I cannot believe a British government would be so willing to accept one part of the United Kingdom, Northern Ireland, would operate under different commercial regulations where the only recourse to representation about such damaging rules would be through representatives of a neighbouring foreign power. Nor can I believe the same government cannot see its dalliance with a second referendum only strengthens the hands of separatists in Scotland who wish for a second vote too.
The leaders of both main parties opposed Brexit and lost. They defined what Brexit would look like (leaving the single market and customs union), that there would be no EU army, and amplified at full volume the immediate economic crisis we would face if we voted against their advice (a recession requiring an emergency budget with employment dropping 500,000 and GDP falling 3%). Yet, for all the foregoing scaremongering the electorate decided in our biggest democratic vote ever to “take back control” of our laws, our money and our borders.
Since then we have seen the creation of an EU army and the surreptitious offer of our military forces to it. We have seen the best growth of the largest economies in the EU, witnessed our employment grow by a staggering 800,000 and the UK become the top destination for foreign investment in the world.
It was as a result of the electorate’s expressed will the new Prime Minister, Theresa May, promised us “Brexit means Brexit” – only for her to ensure in her tin-eared dogmatic detachment that now Brexit must mean remain.
Her withdrawal treaty will mean continuing with the very rules and regulations we were told could be reformed or abolished, that direct trade deals with other nations cannot be realised and that customs tariffs that ensure our food and clothing costs more cannot be reduced. We will leave the Common Fisheries Policy one minute only to rejoin it immediately the next. Worse still, being an international treaty it cannot be amended and offers us no break clause for escape.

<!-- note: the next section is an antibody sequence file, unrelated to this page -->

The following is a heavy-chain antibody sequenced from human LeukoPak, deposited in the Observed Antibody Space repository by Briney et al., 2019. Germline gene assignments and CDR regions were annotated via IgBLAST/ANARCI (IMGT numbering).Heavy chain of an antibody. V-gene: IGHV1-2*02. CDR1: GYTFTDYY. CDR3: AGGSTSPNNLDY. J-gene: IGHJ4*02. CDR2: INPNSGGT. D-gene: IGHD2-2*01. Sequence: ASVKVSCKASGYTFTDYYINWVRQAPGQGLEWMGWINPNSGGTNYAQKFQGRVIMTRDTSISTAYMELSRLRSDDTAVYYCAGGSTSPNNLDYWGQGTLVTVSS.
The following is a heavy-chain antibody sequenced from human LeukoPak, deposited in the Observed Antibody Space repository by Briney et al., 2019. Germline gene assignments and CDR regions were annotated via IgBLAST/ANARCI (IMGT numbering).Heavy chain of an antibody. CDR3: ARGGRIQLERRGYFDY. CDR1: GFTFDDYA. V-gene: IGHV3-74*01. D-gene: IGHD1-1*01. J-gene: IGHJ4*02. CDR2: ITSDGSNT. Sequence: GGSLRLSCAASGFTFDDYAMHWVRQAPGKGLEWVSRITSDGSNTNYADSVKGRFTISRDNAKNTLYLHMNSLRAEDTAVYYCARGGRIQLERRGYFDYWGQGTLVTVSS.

With so many of May’s promises broken her words and phrases have lost all meaning; when “no deal” was once “better than a bad deal” – it is now her bad deal.
The law of the land was we would “leave the EU on 29 March”. Conservative and Labour MPs voted together by a huge majority for it to happen, deal or no deal. If they had been sincere in their promises we would now have left and no elections would be necessary.
I have previously been invited to return to the political fray, but on all occasions I found it easy to decline. This time is different, this time giving electors a means to defend democracy itself by campaigning for a party that believes in having the referendum respected is something I cannot ignore, despite the economic risk to my livelihood.
So it is au revoir as I join others of all walks of life, from left and right, all races, religions and genders – but who believe democracy matters. I thank you all for you comments in the past, be they supportive or critical. The result I cannot predict, but democracy will have been given the opportunity to triumph over cynicism.